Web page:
The ensuing figures were often way out for too many items to be comfortable, so exhibiting less trust than perhaps I should have, I worked for a month with the team watching as many transactions as I could and cross checking data entries.

After a long period of head scratching and considering all the variables we eventually came to the simple conclusion that the only figure over which we had no control was the item count of the incoming goods.

So when the next delivery came from the main stores I took the film wrapped cases, opened them and counted them in rather than taking the quantity on face value.

Many of them were wrong!  The clouds cleared. Light Bulb moment!

For my incoming stock to be wrong the main stores levels should in reality also be similarly incorrect? As some quantities were actually greater than they should have been that would mean that the corresponding items in the main stores should have been short?

Yet their figures and stock levels were constantly correct so  throwing bad light on our efforts and therefore reinforcing the effort to keep the Ferranti and the status quo.

It was obvious to me that they were passing stock errors, shortages, and who knows what else, on to us and then casting aspersions our way, but who to tell?

I decided that the only person to tell was Jack Jones as I didn’t know who to trust, that sounds a little conspiratorial but in truth there was a managerial clique, as there often is in business, and as the Customer’s representative I found I quite often didn’t fit, but then you knew that already?

My goals were a little different to theirs although they should have been the same.

I called Jack over and prayed that the items we were about to open would give credence to my claims.

A pack of expensive TMS 9980 Micro Processors straight from the stores were first opened, we checked the quantity against the stock sheet we had been given, it was short.

Eproms, worth a few quid each, 40 too many, transistors at pennies each, hundreds too many and so it went on.

The only thing to do now was to wait for the next stock check in the main stores which came in and was apparently correct. 

Even with the irregularities in our transfers, really?

After a few weeks the obvious and very visible shortages in the stores were several of the stores staff and a data entry clerk who also failed to make an appearance. 

Quite what was happening I never found out, but the Ferranti was changed and the System 38 was put in.

On another point, having had experience of the IBM and the Ferranti and being exposed to personal computers, I began to consider the common ground between them.

But this was not my ‘job’ it was just an interest, and currently my ‘job’ was Customer Service and Spares Sales.

But not for much longer……..

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  • 1 month later...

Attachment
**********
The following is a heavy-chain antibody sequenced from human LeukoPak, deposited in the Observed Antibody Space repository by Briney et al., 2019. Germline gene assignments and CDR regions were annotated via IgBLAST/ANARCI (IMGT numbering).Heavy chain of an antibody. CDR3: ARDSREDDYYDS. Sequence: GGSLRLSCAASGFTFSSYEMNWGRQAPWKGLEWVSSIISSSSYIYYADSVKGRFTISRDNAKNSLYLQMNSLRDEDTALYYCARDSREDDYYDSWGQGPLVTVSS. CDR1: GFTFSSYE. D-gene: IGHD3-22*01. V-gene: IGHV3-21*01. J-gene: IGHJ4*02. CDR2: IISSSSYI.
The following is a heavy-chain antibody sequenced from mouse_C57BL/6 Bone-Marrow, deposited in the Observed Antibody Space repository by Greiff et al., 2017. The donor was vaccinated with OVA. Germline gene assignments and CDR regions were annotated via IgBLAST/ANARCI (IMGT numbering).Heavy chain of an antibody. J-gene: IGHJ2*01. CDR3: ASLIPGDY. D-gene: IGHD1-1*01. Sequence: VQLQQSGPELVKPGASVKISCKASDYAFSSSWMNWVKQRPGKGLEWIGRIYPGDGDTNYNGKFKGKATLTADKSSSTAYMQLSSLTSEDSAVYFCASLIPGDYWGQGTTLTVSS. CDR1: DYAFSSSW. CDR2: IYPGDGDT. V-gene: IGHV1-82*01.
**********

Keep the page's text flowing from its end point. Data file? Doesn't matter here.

From Customer Services, back to Development 1982 (ish)

The 'Machine’ Development Department was falling apart at the seams.

It wasn’t producing prototype product on time, BOM’s were badly prepared and priced, wiring diagrams were erroneously designed and Prototypes were poorly prepared.

This was thanks in no small part to the Toss pots that any of you that have read my previous posts will have recognised.

I was asked to leave Customer Services and take it on.

It took some thinking about because I had never been trained to be honest, it all came naturally, but leading a new crew in disciplines I wasn’t too sure of?

I thought long and hard and decided to give it a go.

Just to add here that I left the Customer Service Team in the capable hands of Martyn Stork who worked with me for many years and of course ably assisted by the other colleagues, Huw, Russel, Steve, David, Adrian and of course Julia.

First day I brought everyone in and we had a long chat about what was going wrong and what they thought about the problems.

Basically they were being treated like idiots by the morons that were now gone. They were not respected, they were being told exactly what to do without any chance of input and they felt like they had no respect in the company like for instance they pointed out, the Customer Service guys (sic).

They were constantly told to sweep any problems they had under the carpet.

So in a bid to try to raise moral I bought everyone (and me) white coats, we all had ID badges, installed push button access pads with "Authorised personnel only" above the doors. 

There was a secondary and far more important reason for the latter but I will come back to that later.

 I started two systems of appraisal, I appraised them and (and this is unusual) they were asked to appraise me, and they were commanded to attend exhibitions.

It wasn’t a magic transformation, it took time, but heads were held high(er) and more pride was taken in the work.

Things changed.   

One thing didn’t, my hatred of the huge IBM main frame machine, well not exactly the machine but all that it meant in terms of waiting for the Data guys to prepare reports and input data and Jaisus H christ. (apologies)

We would prepare the BOM’s from an available (previous machine) parts list (IBM output, wait). We would then have to ask for that parts list to be copied and have new part numbers input and costed (wait) and of course some parts deleted in the new machine listing, then after they were put back in we would have to wait for a costed BOM to be created or printed (wait) so we could let Jack know how much the new machine was going to cost.

So sod that, I persuaded my new boss, Alan Parker (yes the P in JPM)  to buy an actual IBM PC, which were by now coming on stream and so we had this new machine delivered with a hard disk!

My god 10MB hard disk, we were never going to fill that.


We bought the new Lotus 123 package and as I had some (limited) experience with spreadsheets we started to make our own BOMs from the system by copying the numbers from the screen on the System 38 terminal that we had into the system.